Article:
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A new local lockdown has been imposed in Rhondda Cynon Taf in south Wales after coronavirus cases spiked to 82.1 per 100,000 people.
It comes as people opted to turn up to hospital A&Es yesterday in a bid to get a Covid-19 test because of a lack of available bookings through the online system.
Meanwhile, a minister has suggested the government will wait two weeks to see whether the new “rule of six” is effective in stopping the spread of Covid-19 before considering tougher social distancing measures, according to ITV’s Robert Peston.
Downing Street has not denied reports that curfews are being considered to slow the spread of coronavirus.
Asked about reports that a curfew could be introduced in London, a Number 10 spokesman said: “We will continue to keep the transmission rate under review.
“We’ve introduced the rule of six to try and bear down on the transmission rate given that it has risen recently.
It comes after Professor Kevin Fenton, London’s director of Public Health England, warned tougher restrictions may be imposed across the capital, including “local curfews”.
Rhondda Cynon Taf in south Wales will be placed under a local lockdown from 6pm on Thursday following an increase of coronavirus cases.
Rhondda Cynon Taf, which has a population of about 240,000, has seen a rolling seven-day case rate of 82.1 per 100,000 people.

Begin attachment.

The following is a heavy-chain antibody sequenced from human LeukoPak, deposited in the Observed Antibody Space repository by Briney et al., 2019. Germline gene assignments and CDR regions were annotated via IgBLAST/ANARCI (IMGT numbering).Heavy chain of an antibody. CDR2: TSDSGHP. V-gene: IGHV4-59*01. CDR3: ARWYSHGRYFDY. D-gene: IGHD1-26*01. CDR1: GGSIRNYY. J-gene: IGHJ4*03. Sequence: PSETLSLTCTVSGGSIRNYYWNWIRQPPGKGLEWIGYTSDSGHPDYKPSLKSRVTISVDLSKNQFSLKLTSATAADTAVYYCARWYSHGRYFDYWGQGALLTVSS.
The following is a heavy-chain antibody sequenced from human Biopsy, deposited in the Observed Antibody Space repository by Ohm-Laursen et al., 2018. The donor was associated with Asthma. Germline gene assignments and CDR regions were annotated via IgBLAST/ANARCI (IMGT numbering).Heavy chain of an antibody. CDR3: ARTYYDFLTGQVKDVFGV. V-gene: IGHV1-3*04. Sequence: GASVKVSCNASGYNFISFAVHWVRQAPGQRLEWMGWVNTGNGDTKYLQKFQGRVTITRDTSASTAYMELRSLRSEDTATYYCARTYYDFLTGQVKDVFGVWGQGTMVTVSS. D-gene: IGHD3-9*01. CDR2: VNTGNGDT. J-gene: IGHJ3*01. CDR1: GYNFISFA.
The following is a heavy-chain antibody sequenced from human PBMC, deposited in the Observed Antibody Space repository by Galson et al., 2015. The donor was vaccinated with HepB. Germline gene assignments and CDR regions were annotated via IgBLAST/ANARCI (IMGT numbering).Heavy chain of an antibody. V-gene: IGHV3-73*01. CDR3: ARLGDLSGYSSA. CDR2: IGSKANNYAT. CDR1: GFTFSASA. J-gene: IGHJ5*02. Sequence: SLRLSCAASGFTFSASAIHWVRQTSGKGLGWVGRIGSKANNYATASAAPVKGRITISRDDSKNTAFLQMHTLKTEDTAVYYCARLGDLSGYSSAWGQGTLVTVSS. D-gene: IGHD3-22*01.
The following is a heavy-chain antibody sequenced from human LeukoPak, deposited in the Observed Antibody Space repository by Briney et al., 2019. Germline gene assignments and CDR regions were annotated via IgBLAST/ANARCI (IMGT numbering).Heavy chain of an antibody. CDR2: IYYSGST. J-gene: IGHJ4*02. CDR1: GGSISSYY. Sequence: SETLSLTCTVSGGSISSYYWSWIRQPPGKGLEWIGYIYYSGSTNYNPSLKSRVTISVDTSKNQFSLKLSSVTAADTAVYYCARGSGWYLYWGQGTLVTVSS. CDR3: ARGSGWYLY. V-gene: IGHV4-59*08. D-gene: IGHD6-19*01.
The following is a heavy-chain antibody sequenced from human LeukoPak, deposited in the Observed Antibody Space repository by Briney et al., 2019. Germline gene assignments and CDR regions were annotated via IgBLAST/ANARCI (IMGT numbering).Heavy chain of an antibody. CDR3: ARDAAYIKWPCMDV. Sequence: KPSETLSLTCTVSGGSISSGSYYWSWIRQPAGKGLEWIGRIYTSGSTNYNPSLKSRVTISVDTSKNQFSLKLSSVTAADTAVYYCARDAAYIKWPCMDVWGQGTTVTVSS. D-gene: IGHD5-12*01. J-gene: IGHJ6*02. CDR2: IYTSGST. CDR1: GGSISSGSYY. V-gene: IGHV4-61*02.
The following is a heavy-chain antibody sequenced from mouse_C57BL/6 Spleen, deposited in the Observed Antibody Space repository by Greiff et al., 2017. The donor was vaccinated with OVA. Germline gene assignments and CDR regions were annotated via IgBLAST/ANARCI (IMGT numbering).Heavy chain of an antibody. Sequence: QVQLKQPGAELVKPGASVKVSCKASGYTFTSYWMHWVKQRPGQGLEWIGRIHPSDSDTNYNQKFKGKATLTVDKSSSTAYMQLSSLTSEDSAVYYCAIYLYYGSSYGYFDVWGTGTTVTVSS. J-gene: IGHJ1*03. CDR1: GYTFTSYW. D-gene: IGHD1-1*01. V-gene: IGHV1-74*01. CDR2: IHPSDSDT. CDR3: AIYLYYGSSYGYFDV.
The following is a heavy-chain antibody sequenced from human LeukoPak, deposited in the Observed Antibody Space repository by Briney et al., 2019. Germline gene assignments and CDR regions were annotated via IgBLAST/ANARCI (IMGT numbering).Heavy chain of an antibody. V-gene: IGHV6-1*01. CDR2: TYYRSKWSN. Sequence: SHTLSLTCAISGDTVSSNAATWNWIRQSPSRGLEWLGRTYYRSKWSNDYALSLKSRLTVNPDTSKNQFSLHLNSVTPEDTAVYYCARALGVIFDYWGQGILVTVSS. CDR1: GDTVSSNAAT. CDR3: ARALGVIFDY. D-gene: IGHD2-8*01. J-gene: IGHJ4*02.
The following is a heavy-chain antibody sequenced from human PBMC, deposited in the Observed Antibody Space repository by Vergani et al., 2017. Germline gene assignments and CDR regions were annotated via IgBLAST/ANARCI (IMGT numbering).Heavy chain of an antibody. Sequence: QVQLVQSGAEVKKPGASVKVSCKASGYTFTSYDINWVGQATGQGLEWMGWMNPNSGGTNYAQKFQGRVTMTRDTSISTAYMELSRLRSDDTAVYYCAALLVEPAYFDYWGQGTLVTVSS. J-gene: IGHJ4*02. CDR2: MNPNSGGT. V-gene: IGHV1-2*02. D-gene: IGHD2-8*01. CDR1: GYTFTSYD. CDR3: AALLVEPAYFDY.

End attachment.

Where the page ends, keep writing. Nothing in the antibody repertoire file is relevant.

Under the lockdown, people must not enter or leave the local council area without a reasonable excuse.
People will only be able to meet outdoors and will not be able to meet members of their extended household indoors.
The infection spike been linked to people meeting indoors, not following social distancing guidelines and returning from holidays abroad, Mr Gething said.
Boris Johnson has been accused of blaming the British people for chaos in the coronavirus testing system after he said a “colossal spike” in demand was causing delays.
At prime minister’s questions, Mr Johnson insisted the UK was testing more people than any other country in Europe, but urged families to comply with guidance about when to get a test to help the system deal with “a huge, huge surge” in requests.
But Labour deputy leader Angela Rayner challenged his assertion that 240,000 tests are being conducted a day, pointing to leaked documents which suggested at the weekend that the true number of people tested daily was around 62,000.
Coronavirus infections in Romania has risen by 1,713 in the past day, a record high, taking the cumulative total to 107,011 cases.
About a third of cases have been concentrated in four areas – the capital Bucharest, Transylvania’s medieval city of Brasov and in the counties of Arges and Prahova.